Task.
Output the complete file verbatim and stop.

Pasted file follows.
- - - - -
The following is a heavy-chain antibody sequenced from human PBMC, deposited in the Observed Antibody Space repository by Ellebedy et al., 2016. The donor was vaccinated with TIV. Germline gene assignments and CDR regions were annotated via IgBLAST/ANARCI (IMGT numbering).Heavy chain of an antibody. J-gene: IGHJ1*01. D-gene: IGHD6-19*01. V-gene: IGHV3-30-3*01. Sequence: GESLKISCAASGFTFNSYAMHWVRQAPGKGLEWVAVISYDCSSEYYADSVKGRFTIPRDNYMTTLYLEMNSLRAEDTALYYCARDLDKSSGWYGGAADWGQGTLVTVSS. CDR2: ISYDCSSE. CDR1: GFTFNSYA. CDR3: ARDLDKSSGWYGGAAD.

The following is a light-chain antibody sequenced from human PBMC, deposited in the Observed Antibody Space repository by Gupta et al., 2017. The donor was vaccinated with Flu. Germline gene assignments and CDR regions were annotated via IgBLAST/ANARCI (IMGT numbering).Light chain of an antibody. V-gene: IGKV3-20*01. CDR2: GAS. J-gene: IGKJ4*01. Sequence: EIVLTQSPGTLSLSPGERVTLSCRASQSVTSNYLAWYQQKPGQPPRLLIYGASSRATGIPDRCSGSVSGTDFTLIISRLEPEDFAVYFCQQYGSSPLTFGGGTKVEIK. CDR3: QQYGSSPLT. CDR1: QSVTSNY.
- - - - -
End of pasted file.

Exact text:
The following is a heavy-chain antibody sequenced from human PBMC, deposited in the Observed Antibody Space repository by Ellebedy et al., 2016. The donor was vaccinated with TIV. Germline gene assignments and CDR regions were annotated via IgBLAST/ANARCI (IMGT numbering).Heavy chain of an antibody. J-gene: IGHJ1*01. D-gene: IGHD6-19*01. V-gene: IGHV3-30-3*01. Sequence: GESLKISCAASGFTFNSYAMHWVRQAPGKGLEWVAVISYDCSSEYYADSVKGRFTIPRDNYMTTLYLEMNSLRAEDTALYYCARDLDKSSGWYGGAADWGQGTLVTVSS. CDR2: ISYDCSSE. CDR1: GFTFNSYA. CDR3: ARDLDKSSGWYGGAAD.

The following is a light-chain antibody sequenced from human PBMC, deposited in the Observed Antibody Space repository by Gupta et al., 2017. The donor was vaccinated with Flu. Germline gene assignments and CDR regions were annotated via IgBLAST/ANARCI (IMGT numbering).Light chain of an antibody. V-gene: IGKV3-20*01. CDR2: GAS. J-gene: IGKJ4*01. Sequence: EIVLTQSPGTLSLSPGERVTLSCRASQSVTSNYLAWYQQKPGQPPRLLIYGASSRATGIPDRCSGSVSGTDFTLIISRLEPEDFAVYFCQQYGSSPLTFGGGTKVEIK. CDR3: QQYGSSPLT. CDR1: QSVTSNY.